I don’t usually like to ruminate, but there is something that has been bothering me lately. There is a problem with the way people talk to each other. Let me give you an example of a conversation that I had no choice but to overhear while I waited to renew my license at the Sec. of State.
Two gentlemen were having a lively debate about sports, it went something like this:
Guy #1-“No man, that mother f*@&er can’t run worth sh*t.”
Guy #2- “What? You crazy, that ni#*% ran for 45 f*!@ing yards against…”
This went on for the full hour that I waited. Oh, and there were two children sitting near by.
I occasionally find myself throwing a few choice words into a sentence, especially after a couple of drinks, but I don’t know why. What do those words add to a conversation? I can only assume that they help to add emphasis to what someone is trying to say. If you like something then you would say, “Hey, that’s awesome”, but if you really like something then I guess you would say, “Hey, that’s f*@#ing awesome.” They also serve as a means of releasing anger or frustration. What are you most likely to say after stubbing your toe or watching Reggie Bush miss a pass? Yelling “Sh*t!” is much more cathartic than yelling, “Fudge!” suggesting that the words we choose to use are related to the level of anger we need to emit.
I’m all for adverbs, adjectives, and nouns, but the overuse of these particular words is making my ears bleed. I cringe every time I hear a radio personality swear and I am surprised I haven’t gotten whip lash looking to see if my son is paying attention each time a profanity laden TV commercial airs. Call me over protective, but I wouldn’t be too happy if my son described something as “damn good” because that’s what so and so said on 95.5 in the car on the way to school. Sure, it’s funny when kids, in their munchkin voices, swear, but it shouldn’t become part of their vocabulary. Oddly enough there are some people that feel otherwise. There have been two interviews recently where celebrities are boasting about their kids swearing. I realize that it happens and, again, it can be amusing, but is it possible to take a step back after the laughter dies down to see that exposing children to profanity can be harmful? A study done at Brigham Young University found that there is a strong correlation between exposure to profanity and aggressive behavior. This relationship was just about as significant as that of aggressive behavior and exposure to violence in the media and video games. Not so funny anymore, eh?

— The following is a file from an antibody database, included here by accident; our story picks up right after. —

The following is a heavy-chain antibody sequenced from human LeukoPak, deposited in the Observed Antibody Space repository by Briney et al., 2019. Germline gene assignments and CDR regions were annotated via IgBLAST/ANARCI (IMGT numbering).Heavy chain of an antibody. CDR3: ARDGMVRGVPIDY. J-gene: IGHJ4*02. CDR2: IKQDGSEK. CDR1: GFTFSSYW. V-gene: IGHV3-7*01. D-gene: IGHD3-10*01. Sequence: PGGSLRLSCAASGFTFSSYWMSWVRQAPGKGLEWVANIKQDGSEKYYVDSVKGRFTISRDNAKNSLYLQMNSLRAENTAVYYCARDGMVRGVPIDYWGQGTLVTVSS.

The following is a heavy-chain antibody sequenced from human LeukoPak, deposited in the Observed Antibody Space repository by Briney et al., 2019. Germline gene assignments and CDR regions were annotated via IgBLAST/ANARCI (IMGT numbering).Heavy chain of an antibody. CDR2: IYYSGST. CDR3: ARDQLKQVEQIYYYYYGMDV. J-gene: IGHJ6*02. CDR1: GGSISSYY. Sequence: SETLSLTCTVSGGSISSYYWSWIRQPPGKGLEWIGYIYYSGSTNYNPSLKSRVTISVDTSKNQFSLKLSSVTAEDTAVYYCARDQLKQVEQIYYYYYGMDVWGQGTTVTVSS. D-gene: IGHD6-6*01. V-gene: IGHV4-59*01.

I understand that swearing is just part of our vocabulary, making up .3%-.7% of our overall speech (Jay, 2009). We have been swearing for centuries, but our daily use of those words has rendered us desensitized to them making what was once taboo now a regular way of communicating. What I find intriguing is that we don’t write how we talk. Imagine if this post contained all of the swear words one would most likely hear in a verbal conversation. That would be f*&$ing hard to read, right? If only we could talk the way we write. Yes, based on the amount of acronyms used in texts and emails we probably wouldn’t understand each other, but I would rather have the challenge of deciphering what is said than listen to someone spout profanity. Just sayin’.
Try going one day without swearing. If it’s hard, then you may have a problem. If it’s not a problem then you sir/madam are an aberration and I congratulate you, keep up the f%$@ing good work!
Jay, T. (2009). The utility and ubiquity of taboo words. Perspectives on Psychological Science, 4(2), 153-161.
Image credit: SodaHead